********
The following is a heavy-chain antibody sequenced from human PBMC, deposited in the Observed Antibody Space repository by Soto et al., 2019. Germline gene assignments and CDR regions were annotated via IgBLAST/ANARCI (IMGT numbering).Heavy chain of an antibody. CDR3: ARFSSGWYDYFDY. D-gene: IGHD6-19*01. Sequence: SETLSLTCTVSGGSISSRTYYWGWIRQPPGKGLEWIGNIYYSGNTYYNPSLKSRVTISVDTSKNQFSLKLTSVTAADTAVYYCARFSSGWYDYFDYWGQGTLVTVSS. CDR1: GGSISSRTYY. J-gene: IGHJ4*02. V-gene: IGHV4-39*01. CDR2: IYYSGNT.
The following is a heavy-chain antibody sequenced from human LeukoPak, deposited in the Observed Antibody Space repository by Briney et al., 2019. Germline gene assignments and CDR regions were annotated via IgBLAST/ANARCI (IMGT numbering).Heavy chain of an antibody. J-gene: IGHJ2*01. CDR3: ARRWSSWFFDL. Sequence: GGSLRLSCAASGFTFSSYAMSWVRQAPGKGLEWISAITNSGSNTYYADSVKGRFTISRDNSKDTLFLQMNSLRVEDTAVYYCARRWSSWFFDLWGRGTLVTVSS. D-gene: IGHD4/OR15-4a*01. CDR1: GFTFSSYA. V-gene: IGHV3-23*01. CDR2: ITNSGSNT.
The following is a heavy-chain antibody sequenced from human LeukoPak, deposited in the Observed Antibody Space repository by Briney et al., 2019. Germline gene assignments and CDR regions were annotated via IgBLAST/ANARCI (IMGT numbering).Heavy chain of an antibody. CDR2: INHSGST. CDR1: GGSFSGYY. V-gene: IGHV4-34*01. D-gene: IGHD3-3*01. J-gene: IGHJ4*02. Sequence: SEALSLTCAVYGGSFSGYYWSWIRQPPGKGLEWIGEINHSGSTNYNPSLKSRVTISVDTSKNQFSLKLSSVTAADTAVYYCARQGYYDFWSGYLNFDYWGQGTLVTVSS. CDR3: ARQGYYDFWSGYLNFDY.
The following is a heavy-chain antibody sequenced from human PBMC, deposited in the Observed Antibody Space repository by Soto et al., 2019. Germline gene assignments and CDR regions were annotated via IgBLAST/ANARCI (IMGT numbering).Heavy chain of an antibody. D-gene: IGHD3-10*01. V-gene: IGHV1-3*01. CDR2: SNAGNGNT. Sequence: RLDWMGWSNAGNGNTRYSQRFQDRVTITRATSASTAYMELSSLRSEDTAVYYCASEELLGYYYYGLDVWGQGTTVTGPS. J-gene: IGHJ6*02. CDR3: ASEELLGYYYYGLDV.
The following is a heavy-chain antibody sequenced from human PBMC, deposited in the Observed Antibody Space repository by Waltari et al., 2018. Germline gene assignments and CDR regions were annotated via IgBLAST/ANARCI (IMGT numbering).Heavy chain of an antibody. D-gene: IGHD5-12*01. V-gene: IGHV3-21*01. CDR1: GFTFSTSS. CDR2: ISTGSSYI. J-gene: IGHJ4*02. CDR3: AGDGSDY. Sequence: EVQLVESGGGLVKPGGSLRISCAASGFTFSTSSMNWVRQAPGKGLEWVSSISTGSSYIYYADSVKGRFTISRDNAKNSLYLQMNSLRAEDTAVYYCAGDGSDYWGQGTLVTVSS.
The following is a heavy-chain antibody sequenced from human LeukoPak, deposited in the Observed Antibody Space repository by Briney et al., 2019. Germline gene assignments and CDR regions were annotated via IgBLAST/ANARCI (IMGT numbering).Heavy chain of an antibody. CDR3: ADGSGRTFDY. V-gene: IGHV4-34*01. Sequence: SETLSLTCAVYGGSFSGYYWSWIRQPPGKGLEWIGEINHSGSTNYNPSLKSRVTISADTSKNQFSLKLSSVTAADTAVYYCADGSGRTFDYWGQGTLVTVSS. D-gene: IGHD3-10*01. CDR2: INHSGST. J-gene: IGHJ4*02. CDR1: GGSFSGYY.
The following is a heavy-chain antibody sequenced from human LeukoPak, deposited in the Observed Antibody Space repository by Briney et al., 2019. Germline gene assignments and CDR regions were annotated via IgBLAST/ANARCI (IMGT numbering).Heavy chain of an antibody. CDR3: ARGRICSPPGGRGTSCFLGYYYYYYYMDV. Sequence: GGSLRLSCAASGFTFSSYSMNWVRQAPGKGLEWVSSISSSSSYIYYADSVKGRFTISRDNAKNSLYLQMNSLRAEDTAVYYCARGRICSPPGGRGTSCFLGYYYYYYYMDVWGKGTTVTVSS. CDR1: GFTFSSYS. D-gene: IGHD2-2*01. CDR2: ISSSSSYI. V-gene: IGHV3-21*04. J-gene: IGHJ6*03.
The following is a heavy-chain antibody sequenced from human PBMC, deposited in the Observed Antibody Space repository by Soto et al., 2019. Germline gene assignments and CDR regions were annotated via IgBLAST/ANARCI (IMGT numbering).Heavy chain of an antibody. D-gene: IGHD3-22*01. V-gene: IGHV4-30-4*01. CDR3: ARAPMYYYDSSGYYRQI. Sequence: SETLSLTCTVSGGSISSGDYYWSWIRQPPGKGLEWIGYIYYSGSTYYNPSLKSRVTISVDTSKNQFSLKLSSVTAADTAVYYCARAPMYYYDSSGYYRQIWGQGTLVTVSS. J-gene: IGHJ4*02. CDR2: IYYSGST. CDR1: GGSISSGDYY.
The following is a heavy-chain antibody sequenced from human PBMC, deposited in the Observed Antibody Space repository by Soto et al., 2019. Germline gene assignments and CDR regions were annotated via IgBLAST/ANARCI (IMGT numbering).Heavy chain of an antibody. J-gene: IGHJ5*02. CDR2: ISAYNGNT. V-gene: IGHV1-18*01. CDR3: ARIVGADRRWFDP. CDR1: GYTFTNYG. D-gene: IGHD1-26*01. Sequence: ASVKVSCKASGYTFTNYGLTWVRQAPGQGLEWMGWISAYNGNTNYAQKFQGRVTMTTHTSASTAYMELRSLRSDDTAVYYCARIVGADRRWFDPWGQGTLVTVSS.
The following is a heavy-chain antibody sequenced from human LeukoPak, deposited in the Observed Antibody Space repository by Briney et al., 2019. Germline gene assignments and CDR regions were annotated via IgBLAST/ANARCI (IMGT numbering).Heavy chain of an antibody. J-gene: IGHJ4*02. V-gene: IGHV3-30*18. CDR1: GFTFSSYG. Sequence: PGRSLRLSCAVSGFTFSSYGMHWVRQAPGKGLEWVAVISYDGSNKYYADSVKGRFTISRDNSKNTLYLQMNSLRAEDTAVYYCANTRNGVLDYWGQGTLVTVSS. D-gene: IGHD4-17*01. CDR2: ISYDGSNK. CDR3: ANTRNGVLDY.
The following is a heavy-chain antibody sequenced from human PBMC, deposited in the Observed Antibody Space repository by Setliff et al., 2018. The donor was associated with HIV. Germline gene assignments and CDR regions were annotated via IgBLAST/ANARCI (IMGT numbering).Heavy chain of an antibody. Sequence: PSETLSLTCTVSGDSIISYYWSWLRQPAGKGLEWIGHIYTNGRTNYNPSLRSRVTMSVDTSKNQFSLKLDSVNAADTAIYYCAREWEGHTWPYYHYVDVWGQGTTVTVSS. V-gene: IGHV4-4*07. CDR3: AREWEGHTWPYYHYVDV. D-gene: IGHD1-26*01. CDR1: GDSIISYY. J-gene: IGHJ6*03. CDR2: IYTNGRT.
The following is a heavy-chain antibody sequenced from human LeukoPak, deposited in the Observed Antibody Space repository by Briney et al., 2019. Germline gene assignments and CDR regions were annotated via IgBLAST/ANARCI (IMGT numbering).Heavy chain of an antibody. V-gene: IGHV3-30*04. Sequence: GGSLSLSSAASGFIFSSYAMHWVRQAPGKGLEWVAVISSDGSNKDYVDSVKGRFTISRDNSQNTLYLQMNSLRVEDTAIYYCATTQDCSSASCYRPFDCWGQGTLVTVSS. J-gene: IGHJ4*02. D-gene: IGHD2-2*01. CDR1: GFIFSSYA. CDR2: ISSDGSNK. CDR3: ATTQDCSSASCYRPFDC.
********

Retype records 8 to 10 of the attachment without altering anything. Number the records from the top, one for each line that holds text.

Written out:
The following is a heavy-chain antibody sequenced from human PBMC, deposited in the Observed Antibody Space repository by Soto et al., 2019. Germline gene assignments and CDR regions were annotated via IgBLAST/ANARCI (IMGT numbering).Heavy chain of an antibody. D-gene: IGHD3-22*01. V-gene: IGHV4-30-4*01. CDR3: ARAPMYYYDSSGYYRQI. Sequence: SETLSLTCTVSGGSISSGDYYWSWIRQPPGKGLEWIGYIYYSGSTYYNPSLKSRVTISVDTSKNQFSLKLSSVTAADTAVYYCARAPMYYYDSSGYYRQIWGQGTLVTVSS. J-gene: IGHJ4*02. CDR2: IYYSGST. CDR1: GGSISSGDYY.
The following is a heavy-chain antibody sequenced from human PBMC, deposited in the Observed Antibody Space repository by Soto et al., 2019. Germline gene assignments and CDR regions were annotated via IgBLAST/ANARCI (IMGT numbering).Heavy chain of an antibody. J-gene: IGHJ5*02. CDR2: ISAYNGNT. V-gene: IGHV1-18*01. CDR3: ARIVGADRRWFDP. CDR1: GYTFTNYG. D-gene: IGHD1-26*01. Sequence: ASVKVSCKASGYTFTNYGLTWVRQAPGQGLEWMGWISAYNGNTNYAQKFQGRVTMTTHTSASTAYMELRSLRSDDTAVYYCARIVGADRRWFDPWGQGTLVTVSS.
The following is a heavy-chain antibody sequenced from human LeukoPak, deposited in the Observed Antibody Space repository by Briney et al., 2019. Germline gene assignments and CDR regions were annotated via IgBLAST/ANARCI (IMGT numbering).Heavy chain of an antibody. J-gene: IGHJ4*02. V-gene: IGHV3-30*18. CDR1: GFTFSSYG. Sequence: PGRSLRLSCAVSGFTFSSYGMHWVRQAPGKGLEWVAVISYDGSNKYYADSVKGRFTISRDNSKNTLYLQMNSLRAEDTAVYYCANTRNGVLDYWGQGTLVTVSS. D-gene: IGHD4-17*01. CDR2: ISYDGSNK. CDR3: ANTRNGVLDY.